East London

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A diverse mixture of derelict warehouse spaces, funky modern lofts, and cosy residential areas, East London has transformed itself in recent years into one of the coolest part of town.

Since its early days, the East End was one of London’s poorest areas, and throughout history suffered through slums, the terror of Jack the Ripper, the bombings of the Blitz, and a less-than-pretty post-war reconstruction.

In the last few decades, artists seeking cheap rent “discovered” East London, and as the case often is – the money and rejuvenation followed swiftly behind them. Much of the East End does remain rather bleak, but pockets of revitalized spaces do exist amongst the tower blocks – and they are well worth seeking out.

These days, East London is synonymous with edgy galleries, hip nightlife, colourful markets, and innovative restaurants. The boroughs of Hackney and Tower Hamlets are home to the most interesting areas: Spitalfields, Shoreditch, Hoxton, London Fields, Whitechapel, Dalston, and Stoke Newington. 

Here are some of our tips for the top destinations for shopping, sightseeing, dining, and nightlife in the East End.



Situated on the eastern edge of the city’s financial hub of the City, much of Spitalfields is remarkably sleek and modern compared to the rest of the East End. There’s plenty of shopping to be had here, particularly at Spitalfields Market. A few minutes east will take you to Brick Lane, the buzzing home to some fantastic vintage shops, cafes, and clubs (mostly around its northern end). You’ll also find the iconic bagel shops of East London here, such as Brick Lane Beigel Bake. On Sundays the street is taken over by the Truman Markets in the Old Truman Brewery, and Brick Lane market, which specializes in second hand clothes and bric-a-brac.



Apart from a handful of pubs and clubs (such as the Rhythm Factory), Whitechapel is best known for two things: Jack the Ripper and the Whitechapel Gallery. Jack the Ripper walking tours are a popular way to explore the haunts of this legendary Victorian era killer. As for the Whitechapel Gallery, look for this fantastic (and free) art gallery at 80-82 Whitechapel High Street. 


Columbia Road Market

One of the prettiest street markets in East London is the Columbia Road Flower Market, established in 1869. Today, it’s a wonderful place to browse the blooms and buy a few to take home. There are several lovely independent shops, cafes, and pubs nearby as well. Open on Sundays until 2pm.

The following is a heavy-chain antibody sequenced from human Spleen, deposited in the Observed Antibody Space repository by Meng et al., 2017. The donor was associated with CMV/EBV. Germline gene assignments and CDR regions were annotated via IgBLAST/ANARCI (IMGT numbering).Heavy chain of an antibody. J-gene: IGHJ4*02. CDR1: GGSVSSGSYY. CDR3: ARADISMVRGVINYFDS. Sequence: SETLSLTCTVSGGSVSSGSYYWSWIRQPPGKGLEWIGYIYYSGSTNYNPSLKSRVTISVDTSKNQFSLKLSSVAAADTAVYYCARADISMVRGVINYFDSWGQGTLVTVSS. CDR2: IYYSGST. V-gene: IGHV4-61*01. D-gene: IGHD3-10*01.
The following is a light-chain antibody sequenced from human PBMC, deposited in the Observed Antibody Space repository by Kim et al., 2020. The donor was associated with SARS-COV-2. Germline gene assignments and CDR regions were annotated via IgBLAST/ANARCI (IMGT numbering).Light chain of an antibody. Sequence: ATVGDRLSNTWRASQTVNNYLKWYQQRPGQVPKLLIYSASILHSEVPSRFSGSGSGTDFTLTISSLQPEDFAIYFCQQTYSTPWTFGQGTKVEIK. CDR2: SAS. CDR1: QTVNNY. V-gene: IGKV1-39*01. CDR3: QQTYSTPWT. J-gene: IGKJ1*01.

Shoreditch / Hoxton

Perhaps not as edgy as it once was in its 1990s heyday, Shoreditch and neighbouring Hoxton remain real hotpots for trendy cafes, restaurants, bars, and clubs. Take a walk around Hoxton Square, Shoreditch High Street, Curtain Road, and Rivington Street and take your pick from some of the city’s hottest nightlife including: XOYO, Plastic People, Old Blue Last, and Hoxton Square Bar & Kitchen. For shopping, don’t miss a trip to the world’s first pop-up mall, BoxPark Shoreditch. Scheduled to remain open until 2016, these reimagined shipping containers on the corner of Shoreditch High Street and Bethnal Green Road are home to fashion brands like Puma and Evisu.



London Fields / Broadway Market

This residential pocket of Hackney, located right next to Regent's Canal, takes on old-school East London charm with a hip, artsy attitude. Main drag Broadway Market is home to a traditional pie and mash shop (F. Cooke), some fantastic pubs, and several charming shops devoted to quality books, art, and fashion. The market itself is open on Saturdays, specializing in every sort of food you can imagine from British cheese to Spanish churros and chocolate. On sunny days, nearby London Fields park is filled with hipsters and their friends and families enjoying the market’s spoils.



Named the “coolest place in Britain” by Italian Vogue, Dalston is indeed dripping with edgy charm. Despite, or perhaps because of, its rather unkempt looks, Dalston has drawn some of the cities most unusual characters. Turkish immigrants remain a large percentage of locals, but the abundance of weird and wild youth who arrived only a handful of years ago, is often what this area is best known for these days. Alongside Turkish ocakbasi restaurants stand hip bars and clubs like The Alibi, Dalston Superstore, Café Oto, Birthdays, and Ridley Road Market Bar. 


Stoke Newington

It’s hard to believe that just a few minutes up the road from grimy Dalston is this charming enclave, dubbed lovingly as “Stokey” by the locals. The rough-around-the-edges atmosphere of Dalston remains, but generally speaking, Stoke Newington is almost upmarket in comparison. Charming shops, cocktail bars, and some often rather pricey restaurants line pretty Church Street. Perhaps not a destination in and of itself but certainly worth a peek if you’re in the area.



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